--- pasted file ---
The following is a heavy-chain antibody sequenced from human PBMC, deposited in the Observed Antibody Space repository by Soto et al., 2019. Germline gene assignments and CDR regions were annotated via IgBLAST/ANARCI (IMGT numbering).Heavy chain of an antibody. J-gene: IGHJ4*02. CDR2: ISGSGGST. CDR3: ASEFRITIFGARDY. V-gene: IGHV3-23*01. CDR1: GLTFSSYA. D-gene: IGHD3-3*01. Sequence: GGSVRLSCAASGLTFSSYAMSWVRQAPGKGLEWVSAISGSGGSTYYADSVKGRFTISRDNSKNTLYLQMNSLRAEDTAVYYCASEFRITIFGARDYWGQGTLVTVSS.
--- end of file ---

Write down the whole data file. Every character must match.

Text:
The following is a heavy-chain antibody sequenced from human PBMC, deposited in the Observed Antibody Space repository by Soto et al., 2019. Germline gene assignments and CDR regions were annotated via IgBLAST/ANARCI (IMGT numbering).Heavy chain of an antibody. J-gene: IGHJ4*02. CDR2: ISGSGGST. CDR3: ASEFRITIFGARDY. V-gene: IGHV3-23*01. CDR1: GLTFSSYA. D-gene: IGHD3-3*01. Sequence: GGSVRLSCAASGLTFSSYAMSWVRQAPGKGLEWVSAISGSGGSTYYADSVKGRFTISRDNSKNTLYLQMNSLRAEDTAVYYCASEFRITIFGARDYWGQGTLVTVSS.